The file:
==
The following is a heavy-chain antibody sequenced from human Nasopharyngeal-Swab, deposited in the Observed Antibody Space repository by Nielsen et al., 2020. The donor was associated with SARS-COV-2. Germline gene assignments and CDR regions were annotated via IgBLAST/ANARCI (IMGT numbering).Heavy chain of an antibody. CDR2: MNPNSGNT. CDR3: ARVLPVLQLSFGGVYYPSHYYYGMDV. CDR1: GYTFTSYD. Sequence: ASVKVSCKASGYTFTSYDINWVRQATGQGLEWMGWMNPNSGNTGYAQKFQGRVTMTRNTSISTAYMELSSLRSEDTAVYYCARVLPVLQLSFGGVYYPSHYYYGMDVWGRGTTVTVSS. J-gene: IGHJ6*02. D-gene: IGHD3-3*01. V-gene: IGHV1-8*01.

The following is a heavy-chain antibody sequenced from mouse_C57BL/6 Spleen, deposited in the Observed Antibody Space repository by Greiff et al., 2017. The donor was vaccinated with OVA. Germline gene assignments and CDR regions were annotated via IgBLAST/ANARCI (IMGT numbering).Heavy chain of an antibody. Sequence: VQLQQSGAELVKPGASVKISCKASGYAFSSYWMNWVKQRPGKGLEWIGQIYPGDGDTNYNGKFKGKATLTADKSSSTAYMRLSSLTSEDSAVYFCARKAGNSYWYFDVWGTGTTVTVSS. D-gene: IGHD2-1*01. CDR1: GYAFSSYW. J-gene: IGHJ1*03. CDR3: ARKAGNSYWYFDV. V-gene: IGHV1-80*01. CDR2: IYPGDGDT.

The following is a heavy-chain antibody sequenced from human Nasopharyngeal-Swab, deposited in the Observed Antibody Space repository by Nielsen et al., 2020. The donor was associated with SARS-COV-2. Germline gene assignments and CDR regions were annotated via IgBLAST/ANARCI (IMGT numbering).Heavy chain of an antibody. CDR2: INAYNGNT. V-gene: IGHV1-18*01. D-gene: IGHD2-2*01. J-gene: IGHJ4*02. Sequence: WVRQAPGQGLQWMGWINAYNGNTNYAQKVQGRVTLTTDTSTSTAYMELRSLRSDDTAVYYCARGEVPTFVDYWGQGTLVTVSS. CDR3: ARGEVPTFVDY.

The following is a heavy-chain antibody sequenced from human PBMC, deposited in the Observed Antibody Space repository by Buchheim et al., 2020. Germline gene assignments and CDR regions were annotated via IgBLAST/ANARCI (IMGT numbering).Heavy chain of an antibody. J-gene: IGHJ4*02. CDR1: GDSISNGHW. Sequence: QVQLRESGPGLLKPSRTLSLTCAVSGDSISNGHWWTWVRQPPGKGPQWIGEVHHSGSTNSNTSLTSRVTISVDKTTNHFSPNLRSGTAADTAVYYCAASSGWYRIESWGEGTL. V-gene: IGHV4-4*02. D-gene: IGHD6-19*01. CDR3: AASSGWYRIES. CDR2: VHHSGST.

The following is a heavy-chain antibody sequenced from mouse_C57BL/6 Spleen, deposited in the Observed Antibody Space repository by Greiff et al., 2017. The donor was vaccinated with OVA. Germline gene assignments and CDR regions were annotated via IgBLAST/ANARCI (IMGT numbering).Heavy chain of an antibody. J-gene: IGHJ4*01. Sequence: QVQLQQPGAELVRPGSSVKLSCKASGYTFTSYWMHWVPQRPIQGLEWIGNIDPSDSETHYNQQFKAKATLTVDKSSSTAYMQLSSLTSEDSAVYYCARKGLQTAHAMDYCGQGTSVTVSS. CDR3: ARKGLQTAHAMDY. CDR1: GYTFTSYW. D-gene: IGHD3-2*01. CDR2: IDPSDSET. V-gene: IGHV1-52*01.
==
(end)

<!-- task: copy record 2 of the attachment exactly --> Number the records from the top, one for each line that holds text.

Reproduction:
The following is a heavy-chain antibody sequenced from mouse_C57BL/6 Spleen, deposited in the Observed Antibody Space repository by Greiff et al., 2017. The donor was vaccinated with OVA. Germline gene assignments and CDR regions were annotated via IgBLAST/ANARCI (IMGT numbering).Heavy chain of an antibody. Sequence: VQLQQSGAELVKPGASVKISCKASGYAFSSYWMNWVKQRPGKGLEWIGQIYPGDGDTNYNGKFKGKATLTADKSSSTAYMRLSSLTSEDSAVYFCARKAGNSYWYFDVWGTGTTVTVSS. D-gene: IGHD2-1*01. CDR1: GYAFSSYW. J-gene: IGHJ1*03. CDR3: ARKAGNSYWYFDV. V-gene: IGHV1-80*01. CDR2: IYPGDGDT.